There is lots of discussion occuring on various blogs/media sources about the sexual identity therapy framework. I want to link to a couple and comment.
Two threads at ExGayWatch involve the framework. One is an open forum triggered by my appearance on CNN with Dr. Benjamin McCommon and the other references Peterson Toscano’s statements about what change is and isn’t. It appears that many observers want to link the framework with reparative therapy which is a clear misunderstanding. I invite you to go on over and read the comments there. However, I will say here that if therapists tell clients why they have same-sex attraction as a precursor to therapy or engages in confirmatory questioning (e.g., “many men who are attracted to the same sex say they were distant from their fathers, what was your relationship with your father like?”), then they are not operating consistently with the framework. Furthermore, we do not focus on change of orientation, but rather living a valued and congruent life. Success is not measured by moment by moment assessments of attractions but rather by satisfaction with the help received. People may indeed change if there are clear links from past experience to present unwanted behavior (ask Joe Kort about this) but that is not initial focus of the framework.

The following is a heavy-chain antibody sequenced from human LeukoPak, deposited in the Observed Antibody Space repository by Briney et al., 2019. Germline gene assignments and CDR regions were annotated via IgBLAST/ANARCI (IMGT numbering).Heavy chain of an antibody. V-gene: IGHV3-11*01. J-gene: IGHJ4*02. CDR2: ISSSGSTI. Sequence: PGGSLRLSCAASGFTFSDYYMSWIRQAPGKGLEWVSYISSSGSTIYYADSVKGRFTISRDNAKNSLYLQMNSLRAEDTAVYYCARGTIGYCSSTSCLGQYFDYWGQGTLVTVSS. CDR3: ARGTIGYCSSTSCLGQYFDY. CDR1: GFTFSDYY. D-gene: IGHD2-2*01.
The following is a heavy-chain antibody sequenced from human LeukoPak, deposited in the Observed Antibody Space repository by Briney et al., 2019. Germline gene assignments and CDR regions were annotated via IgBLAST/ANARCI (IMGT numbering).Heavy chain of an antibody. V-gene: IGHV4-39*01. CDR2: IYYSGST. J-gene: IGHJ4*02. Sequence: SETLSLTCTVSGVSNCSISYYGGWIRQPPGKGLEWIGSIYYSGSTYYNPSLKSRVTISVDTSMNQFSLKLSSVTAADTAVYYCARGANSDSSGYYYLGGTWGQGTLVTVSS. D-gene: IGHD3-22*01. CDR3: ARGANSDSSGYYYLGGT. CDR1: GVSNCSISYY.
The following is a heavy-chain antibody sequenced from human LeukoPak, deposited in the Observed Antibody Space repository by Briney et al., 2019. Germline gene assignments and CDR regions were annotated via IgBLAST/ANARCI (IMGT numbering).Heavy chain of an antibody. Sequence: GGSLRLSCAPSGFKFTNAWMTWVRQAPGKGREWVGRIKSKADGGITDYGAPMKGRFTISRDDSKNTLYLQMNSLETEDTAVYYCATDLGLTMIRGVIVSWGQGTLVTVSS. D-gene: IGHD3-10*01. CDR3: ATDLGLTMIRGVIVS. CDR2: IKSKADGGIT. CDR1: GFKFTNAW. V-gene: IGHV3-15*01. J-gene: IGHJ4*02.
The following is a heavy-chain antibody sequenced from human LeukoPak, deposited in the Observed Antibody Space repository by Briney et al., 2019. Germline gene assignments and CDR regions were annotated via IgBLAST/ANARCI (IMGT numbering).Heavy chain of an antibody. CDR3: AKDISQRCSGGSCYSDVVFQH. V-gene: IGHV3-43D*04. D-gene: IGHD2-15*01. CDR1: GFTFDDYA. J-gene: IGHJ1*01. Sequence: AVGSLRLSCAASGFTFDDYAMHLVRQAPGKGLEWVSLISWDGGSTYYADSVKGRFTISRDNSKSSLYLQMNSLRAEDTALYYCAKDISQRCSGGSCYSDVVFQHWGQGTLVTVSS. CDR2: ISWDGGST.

Speaking of Joe Kort, he had a go at the framework as well. Beginning on a positive track, the train derailed quickly when he said:
The problem is that when you read on both Throckmorton and Yarhouse talk about homosexuality as being able to be changed. Like reparative therapy they promise to make straight soldiers out of homosexual men.
and then near the end of the post:
I do wish Throckmorton and Yarhouse would stop promising to change peoples sexual and romantic orientation.
Puzzled, I am. In fact, here is what we say in the framework:
Prior to outlining the recommendations, let us define what they are not. They are not sexual reorientation therapy protocols in disguise. Although some investigators (e.g., Spitzer, 2003) have attempted to examine sexual orientation change, numerous criticisms have been leveled at client self-report as a means of assessing such change. Currently, no other means of sexual orientation assessment has found wide acceptance. A consensus about accurate assessment and measurement of sexual orientation would be required in order to empirically test therapies purporting to produce sexual orientation change. At present, such consensus does not exist (Kinnish, Strassberg & Turner, 2005).
Current assessment methods do allow us to ask clients about their perceptions of sexual identity during psychotherapy. Furthermore, we have tools that assess overall client well-being, mental health and satisfaction with how therapy is conducted. To varying degrees, some clients may come to believe change has occurred in their sexuality while some will believe little or no change has occurred. These perceived changes can be examined but we do not view such change as a determinant for the success or failure of sexual identity therapy. Instead, client satisfaction and overall mental health improvement are more efficiently assessed. In any case, we believe guidelines are needed for therapy with clients who experience sexual identity conflict no matter what their beliefs are about sexual orientation and whether it can be altered.
Joe, you had your wish before you made it.